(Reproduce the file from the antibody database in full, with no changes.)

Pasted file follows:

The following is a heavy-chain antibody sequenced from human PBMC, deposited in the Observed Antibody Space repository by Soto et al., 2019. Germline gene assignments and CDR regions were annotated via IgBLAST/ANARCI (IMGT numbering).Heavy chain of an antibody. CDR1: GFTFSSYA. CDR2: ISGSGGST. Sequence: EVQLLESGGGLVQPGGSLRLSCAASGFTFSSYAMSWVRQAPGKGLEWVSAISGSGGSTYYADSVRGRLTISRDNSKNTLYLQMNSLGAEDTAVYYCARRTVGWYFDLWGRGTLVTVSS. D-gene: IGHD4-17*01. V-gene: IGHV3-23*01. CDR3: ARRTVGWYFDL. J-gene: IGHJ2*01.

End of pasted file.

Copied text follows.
The following is a heavy-chain antibody sequenced from human PBMC, deposited in the Observed Antibody Space repository by Soto et al., 2019. Germline gene assignments and CDR regions were annotated via IgBLAST/ANARCI (IMGT numbering).Heavy chain of an antibody. CDR1: GFTFSSYA. CDR2: ISGSGGST. Sequence: EVQLLESGGGLVQPGGSLRLSCAASGFTFSSYAMSWVRQAPGKGLEWVSAISGSGGSTYYADSVRGRLTISRDNSKNTLYLQMNSLGAEDTAVYYCARRTVGWYFDLWGRGTLVTVSS. D-gene: IGHD4-17*01. V-gene: IGHV3-23*01. CDR3: ARRTVGWYFDL. J-gene: IGHJ2*01.